The expectations and requirements of businesses are changing out of recognition and those who service them need to up their game, says leading accountancy, tax and advisory firm Blick Rothenberg.
Jim Brown, a partner at the firm said: “There is no reason to suggest that some changes and expectations of companies will alter significantly after Brexit but these requirements need to be managed carefully.”
He added: “Enterprises used to expand on a gradual basis, one or two territories at a time. It is now much more common that companies will expand into six to 12 new territories at once and this could increase after Brexit.
“This brings with it a whole host of challenges in trying to find trusted individuals who will travel the world to establish and manage teams but also practical organisational challenges with regulations and requirements differing country by country.”
He added: “In the UK, there are a host of challenger banks, servicing both individuals and corporates, that can open accounts in a matter of days. However, this is usually more than offset for international groups by increased compliance requirements. We have gone from our clients typically requiring a matter of days to open a bank account to an average of at least four to six weeks. In France, where having a bank account is a requirement to operate an entity and having an entity is a requirement to opening a bank account, the process has often taken up to six months.
Jim said: “Many companies are expanding internally now utilise products such as cloud based ERP’s (Enterprise Resource Planning) that allow ease of access and consistency across a group. These solutions overlook the fact that a number of countries still have regulations about the maintenance of accounts and records either on paper or on servers located within the territory.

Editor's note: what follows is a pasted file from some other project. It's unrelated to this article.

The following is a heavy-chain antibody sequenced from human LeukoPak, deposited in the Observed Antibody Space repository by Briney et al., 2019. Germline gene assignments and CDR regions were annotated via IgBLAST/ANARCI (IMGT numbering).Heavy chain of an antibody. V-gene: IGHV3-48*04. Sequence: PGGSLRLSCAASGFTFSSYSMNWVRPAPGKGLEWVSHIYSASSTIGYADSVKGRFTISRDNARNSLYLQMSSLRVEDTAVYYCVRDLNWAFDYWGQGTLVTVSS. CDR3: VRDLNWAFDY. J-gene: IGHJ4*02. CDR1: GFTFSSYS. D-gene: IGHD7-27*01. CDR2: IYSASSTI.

“Germany has such a requirement and requires prior approval from the tax authorities to avoid the potential of significant fines”
He added: “Current technologies like online expense claim management allows for a consistent user experience and efficiencies in processing and payment systems but often does not give consideration to the fact that Europe operates a value added tax system where incorrect recording can prevent the recovery of a significant proportion of the overall cost.”
Jim Brown said: “ Advisers now have to be more than just technical experts. It takes experience of going through such change to identify and understand the potential pitfalls and the concern is that the shorter timelines companies are facing, whether through external factors such as Brexit or internal pressures to expand quickly, increase the risk of companies finding this process harder than it could be.”